Clayre Massey of Sheppard Robson looks at how university campuses should evolve in the future to promote good mental health among students.
As an architect, the start of a new academic year is a time of revelation, seeing our newly completed higher education projects occupied and in full use for the first time. Designing for human requirements is brought into sharp focus: our work suddenly jumps into life and fills with energy, with the details we deliberated and agonised over put to the test.
Sadly, by the end of July 2019, an average of 6% of first year students will have dropped out with an increasingly alarming number citing mental health problems as being the main reason. One of the main contributors is the student not finding the sense of belonging and acceptance that is key to making them feel secure and at home.
So as we head into next year, what more can be done in the way in which university campuses and student residences are designed to encourage good mental health?
Perhaps we should turn to other sectors such as the commercial built environment, where “wellness” is a now a commonly-used term, supported by new initiatives such as The Well Building Standard. This tool is a performance-based system for measuring, certifying, and monitoring features of the built environment that impact human health and wellbeing, through air, water, nourishment, light, fitness, comfort, and mind. Whilst the focus of this standard is on commercial built environment, I think we also need to think harder about promoting principles of wellbeing within spaces that students rely on, particularly student residences.
At the heart of this conversation about student experience and wellness is encouraging students to meet new people and get to know each other. As we look into 2019 and beyond, I passionately believe designers and operators should be more sensitive to creating opportunities for this, with physical space that prioritises interaction.
For example, at the first phase of Greenbank Student Village, which we recently completed at the University of Liverpool, spaces to gather were vital. The ground floor entrance welcomed students with a range of settings and openness and the quality of furniture and details were not basic or institutional but comfortable places to relax, work and socialise. This led us to rethink benchmarking for student residences and develop a Wellbeing Design Guide for student residences, which establishes best practice standards for natural light, use of colour and materials, guidance on social spaces and room design for accessibility and adaptability.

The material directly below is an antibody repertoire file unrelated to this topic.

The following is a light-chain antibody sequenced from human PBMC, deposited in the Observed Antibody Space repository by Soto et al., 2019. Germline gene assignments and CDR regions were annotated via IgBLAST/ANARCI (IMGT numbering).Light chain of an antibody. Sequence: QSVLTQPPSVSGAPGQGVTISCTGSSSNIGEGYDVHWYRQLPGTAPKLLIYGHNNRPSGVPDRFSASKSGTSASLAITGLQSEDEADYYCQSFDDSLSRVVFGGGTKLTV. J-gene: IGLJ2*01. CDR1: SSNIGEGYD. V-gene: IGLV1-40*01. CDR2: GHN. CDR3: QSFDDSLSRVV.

As well as internal spaces, it is important for students to familiarise themselves with the external grounds. Being outside improves mental wellbeing and encourages students to be more active and interactive. Therefore, it is equally important that universities should consider the design of their outdoor spaces as well as indoor spaces.
The solution for this issue, in my opinion, hinges on choice; creating spaces where students have private space but also opportunities to be part of a community. Student residences may conjure up efficiently stacked rooms and long corridors but promoting interaction has a bigger part to play in shaping the next generation of student homes. This involves more thought than just providing a kitchen; a rethinking of how the design of students’ homes can bring people with a multitude of backgrounds together in smarter ways.
The North West in 2019 series features guest contributors looking ahead to next year and will be published throughout December. Interested in taking part? Email a synopsis to email@example.com